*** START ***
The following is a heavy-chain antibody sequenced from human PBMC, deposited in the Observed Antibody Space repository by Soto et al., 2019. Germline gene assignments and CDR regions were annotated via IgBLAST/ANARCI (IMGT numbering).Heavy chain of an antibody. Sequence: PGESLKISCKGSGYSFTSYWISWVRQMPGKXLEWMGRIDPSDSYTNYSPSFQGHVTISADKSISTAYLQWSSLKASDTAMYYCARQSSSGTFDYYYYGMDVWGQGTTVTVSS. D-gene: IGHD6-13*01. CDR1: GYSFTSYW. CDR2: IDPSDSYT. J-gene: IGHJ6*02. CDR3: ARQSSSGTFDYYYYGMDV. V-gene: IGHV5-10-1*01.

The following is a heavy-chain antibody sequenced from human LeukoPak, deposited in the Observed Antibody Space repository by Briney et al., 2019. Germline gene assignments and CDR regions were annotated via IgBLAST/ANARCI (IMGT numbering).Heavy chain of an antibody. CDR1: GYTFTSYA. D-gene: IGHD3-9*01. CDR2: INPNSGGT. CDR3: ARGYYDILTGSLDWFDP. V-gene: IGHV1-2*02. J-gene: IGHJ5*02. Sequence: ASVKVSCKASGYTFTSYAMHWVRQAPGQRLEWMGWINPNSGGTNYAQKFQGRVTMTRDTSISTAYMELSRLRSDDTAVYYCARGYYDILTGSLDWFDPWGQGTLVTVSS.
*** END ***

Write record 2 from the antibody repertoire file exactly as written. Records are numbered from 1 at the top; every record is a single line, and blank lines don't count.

The following is a heavy-chain antibody sequenced from human LeukoPak, deposited in the Observed Antibody Space repository by Briney et al., 2019. Germline gene assignments and CDR regions were annotated via IgBLAST/ANARCI (IMGT numbering).Heavy chain of an antibody. CDR1: GYTFTSYA. D-gene: IGHD3-9*01. CDR2: INPNSGGT. CDR3: ARGYYDILTGSLDWFDP. V-gene: IGHV1-2*02. J-gene: IGHJ5*02. Sequence: ASVKVSCKASGYTFTSYAMHWVRQAPGQRLEWMGWINPNSGGTNYAQKFQGRVTMTRDTSISTAYMELSRLRSDDTAVYYCARGYYDILTGSLDWFDPWGQGTLVTVSS.